|Roguemae ||03-18-2013 09:55 PM |
When should i ride?
I just got my new mare today and when she had time to rest I went in and brushed her a lot and started to bond with her. I was wondering when I should start riding her- we are at a totally new place for her and she got spooked by something and ran into the cattle thing so I stayed off of her and walked and trotted her by rinning infront of her, she followed. should I start tomorrow or wait?
|katec1991 ||03-19-2013 11:56 AM |
That really depends on the horse...
My gelding takes probably two weeks to settle in fully - he's a nervous guy and moves really bother him. When I get to a new barn I take a week of just walking him around on the ground to let him check things out. I hang out in the arena with him and watch other people ride, walk around outside with him, or put him in the grooming stalls and just brush him. Then I start riding him and take it really slow. Start with just wandering around the arena at the walk the first ride, then move up to trotting, before we get back into serious work. He's still green and only about 6 years old, so I'm sure that plays a part in him taking a long time to settle in too.
On the other hand, there are those horses that have been there, done that. Some don't care where they are and you can get on and ride in a new place with no problem. Just use your best judgement.
|Dustbunny ||03-19-2013 01:10 PM |
I always give a horse a few days to settle in but I do spend time with them and walk them around the place so they know where the boundries are...and who their new friends will be.
|Fulford15 ||03-19-2013 01:16 PM |
I'd give it a week, walk her around the new property just so shes used to the new sites :-)
|beau159 ||03-19-2013 03:07 PM |
For me, they typically get ridden the day they are brought home, or the next day. Yea, they'll be a bit more nervous for the first week or so, but that doesn't mean I can't ride.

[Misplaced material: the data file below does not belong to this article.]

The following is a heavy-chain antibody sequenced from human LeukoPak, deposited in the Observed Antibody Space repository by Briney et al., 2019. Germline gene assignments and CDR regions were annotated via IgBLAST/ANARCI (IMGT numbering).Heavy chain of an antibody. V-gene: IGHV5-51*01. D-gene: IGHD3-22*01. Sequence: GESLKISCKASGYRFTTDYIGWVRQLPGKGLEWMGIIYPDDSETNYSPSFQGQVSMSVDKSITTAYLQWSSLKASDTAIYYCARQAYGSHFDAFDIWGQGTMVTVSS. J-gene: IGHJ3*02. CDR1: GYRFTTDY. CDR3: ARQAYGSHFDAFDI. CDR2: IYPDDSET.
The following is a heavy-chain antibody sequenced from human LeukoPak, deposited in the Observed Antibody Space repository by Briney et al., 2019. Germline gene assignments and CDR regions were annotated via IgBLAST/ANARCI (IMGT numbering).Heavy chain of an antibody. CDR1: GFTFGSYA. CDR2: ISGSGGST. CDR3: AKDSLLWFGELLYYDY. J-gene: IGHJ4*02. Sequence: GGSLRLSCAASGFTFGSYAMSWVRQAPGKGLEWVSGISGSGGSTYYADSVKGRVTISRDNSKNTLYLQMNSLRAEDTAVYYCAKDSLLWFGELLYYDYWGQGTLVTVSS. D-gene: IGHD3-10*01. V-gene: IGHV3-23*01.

Now with your situation ... it sounds like some trust and respect exercises might do the both of you some good before you ride.
|Palomine ||03-20-2013 07:58 PM |
Quit running in front of her and letting her follow. That can lead to bad habits, and dangerous ones too.
And horses want a leader, that makes a secure and calm horse.
|Saskia ||03-20-2013 08:23 PM |
Yeah I also think running with her isn't a great idea - and rather pointless.
If you want to do ground work with her get her yielding, and moving in circles AROUND you. You're the leader, so you shouldn't be running.
To me it depends but I wouldn't think she'd need more than a day or two. The thing is when you go to competitions or clinics you don't have the luxury of waiting a couple of days before riding - you get straight on. Yeah she might be nervous but horses get nervous.
And don't be lenient just because she's 'settling in'. Still be tough and don't let her get away with anything. This is when she'll start testing you.
|NorthernMama ||03-20-2013 09:07 PM |
Depends on the horse, you and the environment. If you are unsure, then I would do ground work with her. No playing like running in front of her (Yikes!), but with a halter and lead and make her move where and how you want her to. Tack her up and do more ground work. If there are no issues and you feel confident, then ride. This could be a couple of hours or a couple of weeks depending on how much you know, how much the horse knows and how well the horse is trained.
|HorseCrazyTeen ||03-24-2013 11:57 PM |
MY horse got two weeks to get used to the new place and then I went on short rides that got longer over another couple weeks.
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